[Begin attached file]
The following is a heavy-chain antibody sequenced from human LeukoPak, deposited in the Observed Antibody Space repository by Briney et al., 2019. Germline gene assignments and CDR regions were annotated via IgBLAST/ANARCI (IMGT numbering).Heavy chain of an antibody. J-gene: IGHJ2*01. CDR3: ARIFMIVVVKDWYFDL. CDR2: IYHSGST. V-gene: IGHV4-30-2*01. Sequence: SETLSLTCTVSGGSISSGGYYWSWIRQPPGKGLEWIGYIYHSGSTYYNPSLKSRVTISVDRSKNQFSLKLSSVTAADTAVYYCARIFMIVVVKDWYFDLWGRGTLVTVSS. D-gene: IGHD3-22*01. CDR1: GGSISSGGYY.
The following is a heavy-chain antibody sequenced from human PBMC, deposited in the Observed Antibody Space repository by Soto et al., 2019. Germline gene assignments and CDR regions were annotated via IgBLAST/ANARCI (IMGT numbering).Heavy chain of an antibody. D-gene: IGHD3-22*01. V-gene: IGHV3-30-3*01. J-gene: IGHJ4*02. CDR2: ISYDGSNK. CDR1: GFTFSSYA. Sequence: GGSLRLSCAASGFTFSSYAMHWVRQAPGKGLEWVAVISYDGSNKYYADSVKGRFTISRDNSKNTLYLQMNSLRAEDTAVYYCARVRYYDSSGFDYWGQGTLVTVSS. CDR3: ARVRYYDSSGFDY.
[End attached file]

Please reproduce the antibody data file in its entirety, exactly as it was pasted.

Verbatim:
The following is a heavy-chain antibody sequenced from human LeukoPak, deposited in the Observed Antibody Space repository by Briney et al., 2019. Germline gene assignments and CDR regions were annotated via IgBLAST/ANARCI (IMGT numbering).Heavy chain of an antibody. J-gene: IGHJ2*01. CDR3: ARIFMIVVVKDWYFDL. CDR2: IYHSGST. V-gene: IGHV4-30-2*01. Sequence: SETLSLTCTVSGGSISSGGYYWSWIRQPPGKGLEWIGYIYHSGSTYYNPSLKSRVTISVDRSKNQFSLKLSSVTAADTAVYYCARIFMIVVVKDWYFDLWGRGTLVTVSS. D-gene: IGHD3-22*01. CDR1: GGSISSGGYY.
The following is a heavy-chain antibody sequenced from human PBMC, deposited in the Observed Antibody Space repository by Soto et al., 2019. Germline gene assignments and CDR regions were annotated via IgBLAST/ANARCI (IMGT numbering).Heavy chain of an antibody. D-gene: IGHD3-22*01. V-gene: IGHV3-30-3*01. J-gene: IGHJ4*02. CDR2: ISYDGSNK. CDR1: GFTFSSYA. Sequence: GGSLRLSCAASGFTFSSYAMHWVRQAPGKGLEWVAVISYDGSNKYYADSVKGRFTISRDNSKNTLYLQMNSLRAEDTAVYYCARVRYYDSSGFDYWGQGTLVTVSS. CDR3: ARVRYYDSSGFDY.